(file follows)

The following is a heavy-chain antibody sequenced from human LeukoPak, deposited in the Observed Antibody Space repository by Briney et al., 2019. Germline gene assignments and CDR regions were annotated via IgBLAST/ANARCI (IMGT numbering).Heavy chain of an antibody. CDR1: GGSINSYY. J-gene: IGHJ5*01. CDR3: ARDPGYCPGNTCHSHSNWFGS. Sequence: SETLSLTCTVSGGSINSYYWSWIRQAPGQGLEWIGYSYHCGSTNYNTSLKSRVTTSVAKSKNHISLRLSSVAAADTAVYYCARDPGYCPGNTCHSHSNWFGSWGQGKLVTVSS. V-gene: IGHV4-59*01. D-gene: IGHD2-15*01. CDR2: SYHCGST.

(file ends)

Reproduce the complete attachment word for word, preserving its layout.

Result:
The following is a heavy-chain antibody sequenced from human LeukoPak, deposited in the Observed Antibody Space repository by Briney et al., 2019. Germline gene assignments and CDR regions were annotated via IgBLAST/ANARCI (IMGT numbering).Heavy chain of an antibody. CDR1: GGSINSYY. J-gene: IGHJ5*01. CDR3: ARDPGYCPGNTCHSHSNWFGS. Sequence: SETLSLTCTVSGGSINSYYWSWIRQAPGQGLEWIGYSYHCGSTNYNTSLKSRVTTSVAKSKNHISLRLSSVAAADTAVYYCARDPGYCPGNTCHSHSNWFGSWGQGKLVTVSS. V-gene: IGHV4-59*01. D-gene: IGHD2-15*01. CDR2: SYHCGST.